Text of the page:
Yuletide dinner volunteers head chef Brice O’Neill (from left), sous-chef Kathy Turner, Paulette Hrynkewich, Beth Neville and Jane Straub dish up the plates in a very orderly fashion at the annual community dinner last year. The event provided a beautiful, delicious Christmas meal to those in need. Angie Mindus photo

Preparations underway for 22nd Yuletide Dinner

The dinner is put on by CCCDC, Sacred Heart Parish and Society of St. Vincent De Paul

Sara Fulton

Special to The Tribune

The 22nd Annual Yuletide Dinner is coming up at the Sacred Heart Hall on Wednesday, December 4th, from 4 p.m. to 7 p.m.

The traditional turkey dinner with all the fixings is free to those who find themselves lean on funds or short of company during the holidays. This year the event is being coordinated by the CDC’s Vanessa Riplinger.

“There is a real need in our community,” Riplinger said. “Last year we served over 500 dinners. It is important for families to be able to celebrate Christmas together.”

The dinner is held in partnership with the Cariboo Chilcotin Child Development Centre, Sacred Heart Parish, and the Society of St. Vincent De Paul and made possible with the help of volunteers and donations from the community.

Riplinger said it is a real team effort. Brice O’Neill from the New World Coffee and Tea House and Lynn Paterson from the Society of St. Vincent De Paul are taking charge of purchasing and cooking the turkey dinner with help from volunteers and cooks at Sacred Heart Church. As well, numerous volunteers are needed to help with set up, serving, clean up, and everything in between, she added.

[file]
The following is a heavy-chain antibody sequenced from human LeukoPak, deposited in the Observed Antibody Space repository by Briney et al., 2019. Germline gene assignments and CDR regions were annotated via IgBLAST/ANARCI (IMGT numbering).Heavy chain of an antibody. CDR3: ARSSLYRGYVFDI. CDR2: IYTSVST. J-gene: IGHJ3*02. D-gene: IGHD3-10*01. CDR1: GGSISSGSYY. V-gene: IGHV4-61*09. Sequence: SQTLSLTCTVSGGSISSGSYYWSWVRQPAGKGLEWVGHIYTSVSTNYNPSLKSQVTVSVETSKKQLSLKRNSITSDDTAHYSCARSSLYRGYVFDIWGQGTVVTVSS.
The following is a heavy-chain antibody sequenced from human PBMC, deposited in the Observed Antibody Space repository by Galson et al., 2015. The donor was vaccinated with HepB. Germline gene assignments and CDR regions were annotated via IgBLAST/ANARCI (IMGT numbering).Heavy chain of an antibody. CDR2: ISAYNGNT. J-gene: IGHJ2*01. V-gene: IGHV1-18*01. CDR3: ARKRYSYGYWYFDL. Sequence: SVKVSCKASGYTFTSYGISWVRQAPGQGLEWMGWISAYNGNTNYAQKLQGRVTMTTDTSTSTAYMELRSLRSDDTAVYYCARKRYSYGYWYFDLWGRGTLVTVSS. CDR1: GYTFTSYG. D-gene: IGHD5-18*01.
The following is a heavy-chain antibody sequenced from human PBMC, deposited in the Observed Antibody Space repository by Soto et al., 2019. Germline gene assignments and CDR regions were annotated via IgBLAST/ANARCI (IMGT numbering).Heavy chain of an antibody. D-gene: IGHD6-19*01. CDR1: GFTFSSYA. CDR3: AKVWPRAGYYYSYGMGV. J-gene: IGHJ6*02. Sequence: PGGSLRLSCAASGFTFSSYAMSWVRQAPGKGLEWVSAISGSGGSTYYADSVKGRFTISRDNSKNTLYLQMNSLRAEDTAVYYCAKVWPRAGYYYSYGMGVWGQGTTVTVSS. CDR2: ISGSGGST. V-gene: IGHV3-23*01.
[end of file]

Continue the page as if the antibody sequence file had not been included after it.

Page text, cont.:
Children and teens will once again be able to visit Santa and receive a stocking filled with goodies and small gifts. There will be live music again, as local choirs and musicians donate their time and talent.

Karen Day graciously organizes the making of the stockings and always makes sure we have enough to fill for the children and teens. Local businesses, community organizations, and individuals donate items for filling the stockings.

The only way we are able to make this dinner possible is with our dedicated volunteers and donations from the general public. The cost to sponsor an individual meal is $11, or $44 to sponsor a family of four.

The Child Development Centre also provides free transportation to and from the dinner for those in need within the city limits.

The dinner was originally started by chef Walter Brunner and a group of businesswomen who held the event in the banquet room at the Williams Inn. From there it moved to the Fraser Inn for a few years and then found a long-term home at the Overlander Convention Centre where staff cooked the meals and volunteers helped with the serving, collecting donations and gifts for the children.

Read More: VIDEO: Yuletide Dinner serves more than 500 guests in Williams Lake

The event was moved to the Sacred Heart Hall with the idea of involving more of the community and making it easier for people who live downtown to walk to the dinner, Riplinger said.

“It is an event the community loves,” Riplinger said, recounting some of the special ways in which the Yuletide Dinner has brought families together over the years. “We have people lining up an hour before the doors open; they look forward to it so much.”

In some cases, she said the dinner has allowed extended families from different circumstances to share a Christmas meal together, which they might not otherwise be able to afford. Some years, people new to the community or who just happened to be alone during the holiday season came to the dinner and enjoy themselves so much that they end up donating or volunteering to it in the following years.

Read More: Christmas Wish Breakfast helps bring presents to all children

Working at the CDC she noted that she often sees the financial strain that having a child with special needs places on a family. The extra cost of travel for assessment and treatment with specialists in larger communities can really be a burden. The Yuletide Dinner is a great place for them to come enjoy the season, without the financial worry.